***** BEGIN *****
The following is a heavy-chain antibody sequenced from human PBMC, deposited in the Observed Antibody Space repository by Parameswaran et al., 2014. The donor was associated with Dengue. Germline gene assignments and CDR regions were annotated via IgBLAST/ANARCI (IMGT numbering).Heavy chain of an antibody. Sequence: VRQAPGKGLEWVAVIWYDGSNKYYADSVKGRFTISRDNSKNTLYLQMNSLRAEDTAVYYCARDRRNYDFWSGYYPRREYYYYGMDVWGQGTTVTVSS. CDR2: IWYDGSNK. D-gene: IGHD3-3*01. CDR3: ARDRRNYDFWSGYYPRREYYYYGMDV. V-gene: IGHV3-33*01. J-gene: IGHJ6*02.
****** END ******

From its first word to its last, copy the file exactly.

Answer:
The following is a heavy-chain antibody sequenced from human PBMC, deposited in the Observed Antibody Space repository by Parameswaran et al., 2014. The donor was associated with Dengue. Germline gene assignments and CDR regions were annotated via IgBLAST/ANARCI (IMGT numbering).Heavy chain of an antibody. Sequence: VRQAPGKGLEWVAVIWYDGSNKYYADSVKGRFTISRDNSKNTLYLQMNSLRAEDTAVYYCARDRRNYDFWSGYYPRREYYYYGMDVWGQGTTVTVSS. CDR2: IWYDGSNK. D-gene: IGHD3-3*01. CDR3: ARDRRNYDFWSGYYPRREYYYYGMDV. V-gene: IGHV3-33*01. J-gene: IGHJ6*02.